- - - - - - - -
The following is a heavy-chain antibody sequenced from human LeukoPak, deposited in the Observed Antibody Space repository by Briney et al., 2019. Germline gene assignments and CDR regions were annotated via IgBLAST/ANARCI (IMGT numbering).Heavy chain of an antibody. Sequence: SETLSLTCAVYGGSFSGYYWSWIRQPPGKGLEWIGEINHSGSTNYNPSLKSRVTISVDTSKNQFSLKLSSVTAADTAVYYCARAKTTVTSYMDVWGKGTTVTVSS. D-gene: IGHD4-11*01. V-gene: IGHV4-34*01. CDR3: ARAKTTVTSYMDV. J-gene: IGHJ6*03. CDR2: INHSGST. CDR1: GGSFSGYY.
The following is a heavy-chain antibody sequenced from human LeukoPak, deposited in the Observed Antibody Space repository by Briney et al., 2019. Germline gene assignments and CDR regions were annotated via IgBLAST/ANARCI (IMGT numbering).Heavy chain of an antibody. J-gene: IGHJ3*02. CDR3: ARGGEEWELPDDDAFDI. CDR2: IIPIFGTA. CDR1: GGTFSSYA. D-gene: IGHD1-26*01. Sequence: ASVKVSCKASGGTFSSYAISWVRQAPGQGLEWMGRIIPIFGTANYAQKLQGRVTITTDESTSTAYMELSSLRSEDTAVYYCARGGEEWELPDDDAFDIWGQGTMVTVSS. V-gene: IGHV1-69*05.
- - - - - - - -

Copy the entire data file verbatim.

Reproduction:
The following is a heavy-chain antibody sequenced from human LeukoPak, deposited in the Observed Antibody Space repository by Briney et al., 2019. Germline gene assignments and CDR regions were annotated via IgBLAST/ANARCI (IMGT numbering).Heavy chain of an antibody. Sequence: SETLSLTCAVYGGSFSGYYWSWIRQPPGKGLEWIGEINHSGSTNYNPSLKSRVTISVDTSKNQFSLKLSSVTAADTAVYYCARAKTTVTSYMDVWGKGTTVTVSS. D-gene: IGHD4-11*01. V-gene: IGHV4-34*01. CDR3: ARAKTTVTSYMDV. J-gene: IGHJ6*03. CDR2: INHSGST. CDR1: GGSFSGYY.
The following is a heavy-chain antibody sequenced from human LeukoPak, deposited in the Observed Antibody Space repository by Briney et al., 2019. Germline gene assignments and CDR regions were annotated via IgBLAST/ANARCI (IMGT numbering).Heavy chain of an antibody. J-gene: IGHJ3*02. CDR3: ARGGEEWELPDDDAFDI. CDR2: IIPIFGTA. CDR1: GGTFSSYA. D-gene: IGHD1-26*01. Sequence: ASVKVSCKASGGTFSSYAISWVRQAPGQGLEWMGRIIPIFGTANYAQKLQGRVTITTDESTSTAYMELSSLRSEDTAVYYCARGGEEWELPDDDAFDIWGQGTMVTVSS. V-gene: IGHV1-69*05.